Loughborough University
Leicestershire, UK
LE11 3TU
+44 (0)1509 263171
Loughborough University

Loughborough University Institutional Repository

Please use this identifier to cite or link to this item: https://dspace.lboro.ac.uk/2134/24687

Title: Does job insecurity threaten who you are? Introducing a social identity perspective to explain well-being and performance consequences of job insecurity
Authors: Selenko, Eva
Makikangas, Anne
Stride, C.B.
Keywords: Job insecurity
Social identity
Well-being
Job performance
Organisational proactivity
Issue Date: 2017
Publisher: © Wiley
Citation: SELENKO, E., MAKIKANGAS, A. and STRIDE, C.B., 2017 Does job insecurity threaten who you are? Introducing a social identity perspective to explain well-being and performance consequences of job insecurity. Journal of Organizational Behavior, In Press.
Abstract: This paper introduces a social identity perspective to job insecurity research. Worrying about becoming jobless, we argue, is detrimental because it implies an anticipated membership of a negatively evaluated group – the group of unemployed people. Job insecurity hence threatens a person’s social identity as an employed person. This in turn will affect well-being and job performance. A three-wave survey study among 377 British employees supports this perspective. Persons who felt higher levels of job insecurity were more likely to report a weaker social identity as an employed person. This effect was found to be stable over time, and also held against a test of reverse causality. Furthermore, social identity as an employed person influenced well-being and in-role job performance and mediated the effect of job insecurity on these two variables over time. Different to the expectations, social identity as an employed person and organisational proactivity were not connected. The findings deliver interesting evidence for the role of social identity as an employed person in the relationships between job insecurity and its consequences. Theoretically, this perspective illustrates the individual and group-related nature of job insecurity and offers a novel way of connecting work situations with individual well-being, behaviour, and attitudes.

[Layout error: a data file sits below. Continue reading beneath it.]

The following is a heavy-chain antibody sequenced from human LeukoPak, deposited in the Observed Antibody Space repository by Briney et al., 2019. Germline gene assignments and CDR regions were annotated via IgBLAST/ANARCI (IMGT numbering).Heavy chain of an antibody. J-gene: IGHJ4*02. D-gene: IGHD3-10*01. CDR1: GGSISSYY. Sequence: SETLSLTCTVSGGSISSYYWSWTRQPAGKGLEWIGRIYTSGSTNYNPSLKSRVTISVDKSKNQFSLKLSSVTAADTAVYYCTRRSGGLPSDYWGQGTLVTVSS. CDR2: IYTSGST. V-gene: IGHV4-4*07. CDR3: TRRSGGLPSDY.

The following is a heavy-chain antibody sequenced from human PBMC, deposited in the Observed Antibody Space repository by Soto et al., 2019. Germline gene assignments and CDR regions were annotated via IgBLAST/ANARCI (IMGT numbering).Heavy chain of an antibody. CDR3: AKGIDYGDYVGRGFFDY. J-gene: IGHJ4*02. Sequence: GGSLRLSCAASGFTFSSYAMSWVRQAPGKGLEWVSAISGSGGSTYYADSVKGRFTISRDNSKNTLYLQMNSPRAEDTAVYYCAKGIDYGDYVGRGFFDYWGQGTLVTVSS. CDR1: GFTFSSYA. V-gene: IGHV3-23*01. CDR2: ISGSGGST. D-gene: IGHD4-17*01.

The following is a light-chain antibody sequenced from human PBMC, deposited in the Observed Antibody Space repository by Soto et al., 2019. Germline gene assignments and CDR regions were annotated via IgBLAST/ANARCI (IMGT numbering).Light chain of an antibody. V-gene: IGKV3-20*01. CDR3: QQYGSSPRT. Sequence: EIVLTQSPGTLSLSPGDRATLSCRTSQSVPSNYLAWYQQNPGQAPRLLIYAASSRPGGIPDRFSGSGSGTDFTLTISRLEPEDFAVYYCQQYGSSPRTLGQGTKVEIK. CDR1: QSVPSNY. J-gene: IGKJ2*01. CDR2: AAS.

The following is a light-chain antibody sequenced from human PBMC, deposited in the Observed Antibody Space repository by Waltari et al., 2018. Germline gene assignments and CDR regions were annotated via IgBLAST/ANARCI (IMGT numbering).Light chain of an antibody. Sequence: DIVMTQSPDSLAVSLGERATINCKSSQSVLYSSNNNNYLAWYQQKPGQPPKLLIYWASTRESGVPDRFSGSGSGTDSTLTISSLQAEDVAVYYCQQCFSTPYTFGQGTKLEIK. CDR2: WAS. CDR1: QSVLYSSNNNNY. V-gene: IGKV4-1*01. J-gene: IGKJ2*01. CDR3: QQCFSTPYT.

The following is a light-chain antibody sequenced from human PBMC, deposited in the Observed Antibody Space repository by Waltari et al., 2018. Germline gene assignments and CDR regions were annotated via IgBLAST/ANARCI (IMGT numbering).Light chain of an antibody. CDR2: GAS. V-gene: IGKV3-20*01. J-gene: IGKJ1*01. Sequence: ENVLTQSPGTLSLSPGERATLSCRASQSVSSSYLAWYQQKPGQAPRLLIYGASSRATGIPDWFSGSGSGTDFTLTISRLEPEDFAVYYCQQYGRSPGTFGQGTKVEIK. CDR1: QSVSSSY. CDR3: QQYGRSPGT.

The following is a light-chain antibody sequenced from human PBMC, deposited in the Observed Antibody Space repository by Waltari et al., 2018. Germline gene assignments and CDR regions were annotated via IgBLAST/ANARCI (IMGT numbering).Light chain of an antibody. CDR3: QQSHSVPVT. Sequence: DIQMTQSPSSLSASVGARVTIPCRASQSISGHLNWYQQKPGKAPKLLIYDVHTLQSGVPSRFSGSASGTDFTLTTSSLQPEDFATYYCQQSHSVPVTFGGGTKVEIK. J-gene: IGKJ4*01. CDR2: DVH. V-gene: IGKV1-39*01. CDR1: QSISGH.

Description: This paper is in closed access until 22nd Jan 2019.
Version: Accepted for publication
DOI: 10.1002/job.2172
URI: https://dspace.lboro.ac.uk/2134/24687
Publisher Link: http://dx.doi.org/10.1002/job.2172
ISSN: 1099-1379
Appears in Collections:Closed Access (Business School)

Files associated with this item:

File Description SizeFormat
Selenko_Maindocument_deposit.pdfAccepted version328.46 kBAdobe PDFView/Open

 

SFX Query

Items in DSpace are protected by copyright, with all rights reserved, unless otherwise indicated.